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Self-Evaluation Using Video

Self-evaluation is a very important learning method and teachers should encourage students to use it as a lifelong learning tool. One way to provide students with an opportunity for self-evaluation is with the use of video. Teachers can videotape the students making presentations so can see how they communicate information. Communication skills are very important and this is a very easy way to help students make improvements. It is usually best if the student is allowed to view the tape in private or with the instructor. This tends to lesson some of the added nervousness that the video camera will add to the already uncomfortable task of public speaking. However, the fact that the students will need to watch their own performance is often reason enough to do a little better job preparing for the presentation than usual.

Not only should teachers encourage students to assess themselves, but teachers should model it by doing it. Teachers can model self-assessment by videotaping their classroom lecture every once in a while. This shows the students that the teachers care about how they are teaching. This is a very good and non-threating way to learn about ones own qualities. The tapes can be reviewed in private and teachers can build off their strengths and improve upon their points of weaknesses. When students see teachers using the video as a means of self-evaluation, they will feel more comfortable using it themselves.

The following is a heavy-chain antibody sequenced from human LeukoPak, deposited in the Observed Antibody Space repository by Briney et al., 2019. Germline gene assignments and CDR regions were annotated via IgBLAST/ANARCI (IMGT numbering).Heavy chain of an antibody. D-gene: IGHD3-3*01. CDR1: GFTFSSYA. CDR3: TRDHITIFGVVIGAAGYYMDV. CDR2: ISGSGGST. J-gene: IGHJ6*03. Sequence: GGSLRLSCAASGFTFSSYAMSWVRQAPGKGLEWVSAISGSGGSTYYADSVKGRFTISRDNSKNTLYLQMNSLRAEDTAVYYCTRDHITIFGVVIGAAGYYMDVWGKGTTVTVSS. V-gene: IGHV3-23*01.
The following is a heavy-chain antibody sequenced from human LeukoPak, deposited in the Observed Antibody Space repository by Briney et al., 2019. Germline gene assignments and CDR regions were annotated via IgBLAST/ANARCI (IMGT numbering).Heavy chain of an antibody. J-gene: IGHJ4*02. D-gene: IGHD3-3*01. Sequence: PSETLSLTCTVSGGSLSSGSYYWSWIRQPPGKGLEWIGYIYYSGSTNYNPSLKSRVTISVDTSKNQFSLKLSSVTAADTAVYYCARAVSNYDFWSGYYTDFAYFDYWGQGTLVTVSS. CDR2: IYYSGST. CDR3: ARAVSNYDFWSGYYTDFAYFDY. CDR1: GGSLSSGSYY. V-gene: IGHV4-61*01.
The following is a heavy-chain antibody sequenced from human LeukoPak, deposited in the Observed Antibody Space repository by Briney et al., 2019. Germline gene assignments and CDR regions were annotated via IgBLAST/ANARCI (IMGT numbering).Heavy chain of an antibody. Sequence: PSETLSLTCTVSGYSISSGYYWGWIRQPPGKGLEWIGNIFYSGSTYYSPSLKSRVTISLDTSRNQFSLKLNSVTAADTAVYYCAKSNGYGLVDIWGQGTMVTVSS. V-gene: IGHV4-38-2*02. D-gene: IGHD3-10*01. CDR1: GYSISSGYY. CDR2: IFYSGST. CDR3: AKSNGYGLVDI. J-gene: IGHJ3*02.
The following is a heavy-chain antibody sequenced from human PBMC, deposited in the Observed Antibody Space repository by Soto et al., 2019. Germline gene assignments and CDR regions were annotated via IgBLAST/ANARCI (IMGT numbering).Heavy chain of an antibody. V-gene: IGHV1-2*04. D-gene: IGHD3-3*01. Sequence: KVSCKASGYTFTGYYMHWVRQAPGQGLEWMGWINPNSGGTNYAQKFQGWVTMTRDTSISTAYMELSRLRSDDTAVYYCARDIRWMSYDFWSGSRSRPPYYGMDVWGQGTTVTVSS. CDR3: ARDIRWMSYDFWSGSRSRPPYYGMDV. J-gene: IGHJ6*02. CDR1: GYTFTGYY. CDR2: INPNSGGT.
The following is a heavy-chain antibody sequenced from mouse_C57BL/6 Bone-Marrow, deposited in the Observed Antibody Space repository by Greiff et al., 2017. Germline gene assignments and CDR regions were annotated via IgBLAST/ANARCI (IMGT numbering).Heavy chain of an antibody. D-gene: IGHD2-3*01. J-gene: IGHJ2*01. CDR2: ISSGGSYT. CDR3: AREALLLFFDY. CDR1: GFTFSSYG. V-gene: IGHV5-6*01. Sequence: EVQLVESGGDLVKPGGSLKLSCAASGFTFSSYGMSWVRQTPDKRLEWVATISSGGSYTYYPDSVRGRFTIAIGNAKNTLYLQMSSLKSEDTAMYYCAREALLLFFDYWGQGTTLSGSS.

Teacher Tips

Appreciating and Valuing Diversity

Are You Really Listening?

Coaching for Success in the Classroom

Goal Setting

Developing an Interest in Science and Math

Developing Communication Skills

Developing Problem-solving Skills

Effective Discipline

Encouraging Cooperative Learning

Encouraging Creativity

Encouraging Students to Explore for Answers

Fostering Independent Thinking

Motivating Students

Overcoming the Fear of Making a Mistake

Practicing Effective Questioning


Self-Evaluation Using Video

Teaching with the Constructivist Learning Theory

Teamwork in the Classroom

There is Not Always Just One Right Answer

Understanding Different Learning Styles